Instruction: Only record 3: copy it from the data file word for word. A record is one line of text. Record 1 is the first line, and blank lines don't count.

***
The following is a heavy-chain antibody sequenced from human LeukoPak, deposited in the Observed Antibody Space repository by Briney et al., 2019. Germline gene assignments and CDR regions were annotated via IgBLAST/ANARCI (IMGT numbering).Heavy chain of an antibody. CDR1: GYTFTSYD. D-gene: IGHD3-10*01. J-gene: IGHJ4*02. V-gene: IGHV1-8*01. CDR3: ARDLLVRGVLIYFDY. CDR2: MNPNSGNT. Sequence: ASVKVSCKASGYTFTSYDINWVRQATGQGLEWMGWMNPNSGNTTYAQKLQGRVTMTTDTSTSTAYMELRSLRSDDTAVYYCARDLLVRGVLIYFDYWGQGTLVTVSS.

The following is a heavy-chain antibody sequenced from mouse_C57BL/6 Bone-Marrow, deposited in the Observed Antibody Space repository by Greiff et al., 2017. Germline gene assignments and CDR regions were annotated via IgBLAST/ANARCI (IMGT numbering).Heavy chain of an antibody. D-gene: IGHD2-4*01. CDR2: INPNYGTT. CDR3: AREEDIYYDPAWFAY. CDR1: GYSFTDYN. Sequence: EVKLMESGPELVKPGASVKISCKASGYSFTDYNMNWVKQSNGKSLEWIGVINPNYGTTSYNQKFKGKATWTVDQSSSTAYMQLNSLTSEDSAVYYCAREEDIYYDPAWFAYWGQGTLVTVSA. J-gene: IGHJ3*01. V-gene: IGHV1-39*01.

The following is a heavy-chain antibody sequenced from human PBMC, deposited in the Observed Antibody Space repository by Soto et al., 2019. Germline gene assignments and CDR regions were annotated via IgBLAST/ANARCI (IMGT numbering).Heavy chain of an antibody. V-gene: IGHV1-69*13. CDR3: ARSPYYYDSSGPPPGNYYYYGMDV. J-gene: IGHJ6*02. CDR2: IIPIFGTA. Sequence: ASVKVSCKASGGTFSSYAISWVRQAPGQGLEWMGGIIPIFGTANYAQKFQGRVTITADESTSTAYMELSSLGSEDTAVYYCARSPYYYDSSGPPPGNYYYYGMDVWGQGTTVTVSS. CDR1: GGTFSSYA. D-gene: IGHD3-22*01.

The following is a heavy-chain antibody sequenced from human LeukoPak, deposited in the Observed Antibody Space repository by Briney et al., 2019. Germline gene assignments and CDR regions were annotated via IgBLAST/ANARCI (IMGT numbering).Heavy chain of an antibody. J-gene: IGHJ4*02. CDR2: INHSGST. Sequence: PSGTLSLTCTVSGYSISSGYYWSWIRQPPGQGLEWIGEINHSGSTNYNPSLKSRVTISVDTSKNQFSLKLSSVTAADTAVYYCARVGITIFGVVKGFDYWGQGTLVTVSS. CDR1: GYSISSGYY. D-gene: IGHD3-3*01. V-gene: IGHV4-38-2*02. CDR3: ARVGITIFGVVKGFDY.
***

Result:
The following is a heavy-chain antibody sequenced from human PBMC, deposited in the Observed Antibody Space repository by Soto et al., 2019. Germline gene assignments and CDR regions were annotated via IgBLAST/ANARCI (IMGT numbering).Heavy chain of an antibody. V-gene: IGHV1-69*13. CDR3: ARSPYYYDSSGPPPGNYYYYGMDV. J-gene: IGHJ6*02. CDR2: IIPIFGTA. Sequence: ASVKVSCKASGGTFSSYAISWVRQAPGQGLEWMGGIIPIFGTANYAQKFQGRVTITADESTSTAYMELSSLGSEDTAVYYCARSPYYYDSSGPPPGNYYYYGMDVWGQGTTVTVSS. CDR1: GGTFSSYA. D-gene: IGHD3-22*01.